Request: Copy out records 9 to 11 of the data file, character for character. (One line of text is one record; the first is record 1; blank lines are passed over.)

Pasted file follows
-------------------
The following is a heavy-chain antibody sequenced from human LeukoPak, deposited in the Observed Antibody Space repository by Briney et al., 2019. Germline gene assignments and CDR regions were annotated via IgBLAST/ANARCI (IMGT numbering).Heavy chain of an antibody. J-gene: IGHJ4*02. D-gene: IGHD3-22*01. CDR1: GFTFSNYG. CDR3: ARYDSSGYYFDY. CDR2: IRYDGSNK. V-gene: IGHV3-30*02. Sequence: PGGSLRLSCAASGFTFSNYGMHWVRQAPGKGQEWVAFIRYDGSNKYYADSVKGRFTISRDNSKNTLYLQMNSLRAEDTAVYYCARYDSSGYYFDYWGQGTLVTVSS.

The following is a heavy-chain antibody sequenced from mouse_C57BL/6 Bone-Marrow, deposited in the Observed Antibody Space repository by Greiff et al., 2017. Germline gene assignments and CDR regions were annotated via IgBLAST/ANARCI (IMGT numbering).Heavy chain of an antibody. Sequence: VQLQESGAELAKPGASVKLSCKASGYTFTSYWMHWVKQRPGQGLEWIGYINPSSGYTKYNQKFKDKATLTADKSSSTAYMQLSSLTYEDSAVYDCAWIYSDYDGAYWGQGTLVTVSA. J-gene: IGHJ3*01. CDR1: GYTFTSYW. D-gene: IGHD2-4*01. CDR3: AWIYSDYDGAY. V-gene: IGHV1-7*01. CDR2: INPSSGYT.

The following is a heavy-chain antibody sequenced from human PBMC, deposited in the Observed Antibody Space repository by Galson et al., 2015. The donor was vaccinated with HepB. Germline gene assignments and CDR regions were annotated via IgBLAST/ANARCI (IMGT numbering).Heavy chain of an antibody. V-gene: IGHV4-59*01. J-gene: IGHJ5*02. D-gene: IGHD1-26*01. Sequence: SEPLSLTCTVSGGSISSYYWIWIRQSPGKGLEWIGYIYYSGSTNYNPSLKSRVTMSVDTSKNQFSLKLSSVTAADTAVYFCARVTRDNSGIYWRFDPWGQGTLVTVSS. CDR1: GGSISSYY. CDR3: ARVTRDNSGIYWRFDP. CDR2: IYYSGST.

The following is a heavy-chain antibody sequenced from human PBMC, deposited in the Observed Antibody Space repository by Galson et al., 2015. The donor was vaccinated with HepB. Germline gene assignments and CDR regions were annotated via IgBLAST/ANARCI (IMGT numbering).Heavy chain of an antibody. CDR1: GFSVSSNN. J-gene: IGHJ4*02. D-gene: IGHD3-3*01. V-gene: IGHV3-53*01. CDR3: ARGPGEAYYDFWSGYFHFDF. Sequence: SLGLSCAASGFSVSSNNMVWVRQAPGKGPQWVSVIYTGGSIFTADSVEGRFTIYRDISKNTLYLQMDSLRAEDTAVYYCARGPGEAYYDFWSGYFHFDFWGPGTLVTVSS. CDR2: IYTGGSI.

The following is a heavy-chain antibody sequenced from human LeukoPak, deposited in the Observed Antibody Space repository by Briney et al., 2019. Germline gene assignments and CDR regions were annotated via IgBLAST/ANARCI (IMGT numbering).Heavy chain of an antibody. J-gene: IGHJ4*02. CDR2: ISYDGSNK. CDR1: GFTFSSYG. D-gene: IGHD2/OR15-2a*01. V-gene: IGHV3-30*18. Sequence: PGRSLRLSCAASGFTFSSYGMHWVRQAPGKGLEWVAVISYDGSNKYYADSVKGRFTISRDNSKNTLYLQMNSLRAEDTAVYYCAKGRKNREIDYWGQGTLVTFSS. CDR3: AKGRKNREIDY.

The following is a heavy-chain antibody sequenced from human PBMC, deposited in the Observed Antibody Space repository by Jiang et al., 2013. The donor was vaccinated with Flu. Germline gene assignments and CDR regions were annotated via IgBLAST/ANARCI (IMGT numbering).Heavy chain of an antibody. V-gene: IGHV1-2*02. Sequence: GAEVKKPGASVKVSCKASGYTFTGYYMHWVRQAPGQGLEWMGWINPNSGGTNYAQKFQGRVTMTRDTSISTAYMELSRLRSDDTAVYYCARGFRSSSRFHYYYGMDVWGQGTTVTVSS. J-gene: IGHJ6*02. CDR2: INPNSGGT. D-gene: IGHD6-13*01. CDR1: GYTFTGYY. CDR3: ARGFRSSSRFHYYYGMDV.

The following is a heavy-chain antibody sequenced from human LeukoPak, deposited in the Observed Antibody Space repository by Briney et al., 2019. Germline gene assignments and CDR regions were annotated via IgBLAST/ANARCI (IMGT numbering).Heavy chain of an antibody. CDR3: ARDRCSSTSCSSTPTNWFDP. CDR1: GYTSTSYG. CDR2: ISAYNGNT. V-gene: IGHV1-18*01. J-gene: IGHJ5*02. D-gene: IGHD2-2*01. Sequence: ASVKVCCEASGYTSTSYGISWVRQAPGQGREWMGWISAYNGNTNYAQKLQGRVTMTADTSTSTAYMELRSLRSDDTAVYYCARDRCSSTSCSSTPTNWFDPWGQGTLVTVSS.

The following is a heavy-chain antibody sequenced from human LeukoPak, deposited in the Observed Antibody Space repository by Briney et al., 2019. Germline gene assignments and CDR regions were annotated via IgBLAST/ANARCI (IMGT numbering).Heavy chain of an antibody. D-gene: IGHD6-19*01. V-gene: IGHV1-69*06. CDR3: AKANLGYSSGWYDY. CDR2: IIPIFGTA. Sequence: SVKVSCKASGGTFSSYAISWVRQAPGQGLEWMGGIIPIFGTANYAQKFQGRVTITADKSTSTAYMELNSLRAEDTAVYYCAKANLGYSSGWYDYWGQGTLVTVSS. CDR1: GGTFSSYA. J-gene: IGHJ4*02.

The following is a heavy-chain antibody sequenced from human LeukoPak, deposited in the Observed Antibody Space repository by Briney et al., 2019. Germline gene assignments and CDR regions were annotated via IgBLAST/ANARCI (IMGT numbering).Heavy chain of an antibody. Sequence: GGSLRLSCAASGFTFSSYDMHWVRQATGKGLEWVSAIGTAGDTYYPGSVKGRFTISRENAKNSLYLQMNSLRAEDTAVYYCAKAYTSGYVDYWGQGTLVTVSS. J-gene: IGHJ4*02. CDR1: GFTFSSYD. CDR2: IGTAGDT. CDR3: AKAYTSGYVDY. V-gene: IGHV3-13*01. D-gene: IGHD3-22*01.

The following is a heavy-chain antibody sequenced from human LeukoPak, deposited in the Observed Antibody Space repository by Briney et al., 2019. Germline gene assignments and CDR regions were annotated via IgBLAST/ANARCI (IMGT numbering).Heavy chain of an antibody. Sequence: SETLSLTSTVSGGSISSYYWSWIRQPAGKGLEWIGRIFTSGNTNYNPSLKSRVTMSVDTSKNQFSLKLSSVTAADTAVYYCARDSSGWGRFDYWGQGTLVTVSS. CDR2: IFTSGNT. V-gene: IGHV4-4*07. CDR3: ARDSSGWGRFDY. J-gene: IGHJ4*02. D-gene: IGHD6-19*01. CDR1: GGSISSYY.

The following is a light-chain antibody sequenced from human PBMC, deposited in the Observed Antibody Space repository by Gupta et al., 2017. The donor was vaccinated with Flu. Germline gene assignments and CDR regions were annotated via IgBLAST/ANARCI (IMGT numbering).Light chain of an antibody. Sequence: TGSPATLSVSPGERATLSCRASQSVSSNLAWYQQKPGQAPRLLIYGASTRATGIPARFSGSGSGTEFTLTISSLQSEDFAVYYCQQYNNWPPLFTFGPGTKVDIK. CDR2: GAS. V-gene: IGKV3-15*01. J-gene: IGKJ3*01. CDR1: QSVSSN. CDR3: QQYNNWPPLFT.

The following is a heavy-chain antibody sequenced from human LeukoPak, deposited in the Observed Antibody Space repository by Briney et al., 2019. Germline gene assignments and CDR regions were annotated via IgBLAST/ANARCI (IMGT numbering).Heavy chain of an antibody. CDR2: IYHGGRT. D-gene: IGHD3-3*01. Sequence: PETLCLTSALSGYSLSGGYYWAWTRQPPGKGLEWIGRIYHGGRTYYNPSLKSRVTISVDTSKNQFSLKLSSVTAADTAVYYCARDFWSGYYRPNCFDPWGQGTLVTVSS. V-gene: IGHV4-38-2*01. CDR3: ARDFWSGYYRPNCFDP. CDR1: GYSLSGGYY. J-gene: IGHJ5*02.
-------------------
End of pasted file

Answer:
The following is a heavy-chain antibody sequenced from human LeukoPak, deposited in the Observed Antibody Space repository by Briney et al., 2019. Germline gene assignments and CDR regions were annotated via IgBLAST/ANARCI (IMGT numbering).Heavy chain of an antibody. Sequence: GGSLRLSCAASGFTFSSYDMHWVRQATGKGLEWVSAIGTAGDTYYPGSVKGRFTISRENAKNSLYLQMNSLRAEDTAVYYCAKAYTSGYVDYWGQGTLVTVSS. J-gene: IGHJ4*02. CDR1: GFTFSSYD. CDR2: IGTAGDT. CDR3: AKAYTSGYVDY. V-gene: IGHV3-13*01. D-gene: IGHD3-22*01.

The following is a heavy-chain antibody sequenced from human LeukoPak, deposited in the Observed Antibody Space repository by Briney et al., 2019. Germline gene assignments and CDR regions were annotated via IgBLAST/ANARCI (IMGT numbering).Heavy chain of an antibody. Sequence: SETLSLTSTVSGGSISSYYWSWIRQPAGKGLEWIGRIFTSGNTNYNPSLKSRVTMSVDTSKNQFSLKLSSVTAADTAVYYCARDSSGWGRFDYWGQGTLVTVSS. CDR2: IFTSGNT. V-gene: IGHV4-4*07. CDR3: ARDSSGWGRFDY. J-gene: IGHJ4*02. D-gene: IGHD6-19*01. CDR1: GGSISSYY.

The following is a light-chain antibody sequenced from human PBMC, deposited in the Observed Antibody Space repository by Gupta et al., 2017. The donor was vaccinated with Flu. Germline gene assignments and CDR regions were annotated via IgBLAST/ANARCI (IMGT numbering).Light chain of an antibody. Sequence: TGSPATLSVSPGERATLSCRASQSVSSNLAWYQQKPGQAPRLLIYGASTRATGIPARFSGSGSGTEFTLTISSLQSEDFAVYYCQQYNNWPPLFTFGPGTKVDIK. CDR2: GAS. V-gene: IGKV3-15*01. J-gene: IGKJ3*01. CDR1: QSVSSN. CDR3: QQYNNWPPLFT.